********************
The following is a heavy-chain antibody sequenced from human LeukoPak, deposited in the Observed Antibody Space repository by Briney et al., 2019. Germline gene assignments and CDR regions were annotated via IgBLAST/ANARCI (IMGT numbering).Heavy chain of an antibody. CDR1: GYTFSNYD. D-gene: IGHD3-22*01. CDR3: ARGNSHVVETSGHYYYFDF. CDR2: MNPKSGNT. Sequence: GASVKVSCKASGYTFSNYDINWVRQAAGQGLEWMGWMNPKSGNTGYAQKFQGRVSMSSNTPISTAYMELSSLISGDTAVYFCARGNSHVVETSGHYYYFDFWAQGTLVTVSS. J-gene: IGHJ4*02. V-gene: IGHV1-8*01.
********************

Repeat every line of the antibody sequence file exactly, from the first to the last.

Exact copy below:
The following is a heavy-chain antibody sequenced from human LeukoPak, deposited in the Observed Antibody Space repository by Briney et al., 2019. Germline gene assignments and CDR regions were annotated via IgBLAST/ANARCI (IMGT numbering).Heavy chain of an antibody. CDR1: GYTFSNYD. D-gene: IGHD3-22*01. CDR3: ARGNSHVVETSGHYYYFDF. CDR2: MNPKSGNT. Sequence: GASVKVSCKASGYTFSNYDINWVRQAAGQGLEWMGWMNPKSGNTGYAQKFQGRVSMSSNTPISTAYMELSSLISGDTAVYFCARGNSHVVETSGHYYYFDFWAQGTLVTVSS. J-gene: IGHJ4*02. V-gene: IGHV1-8*01.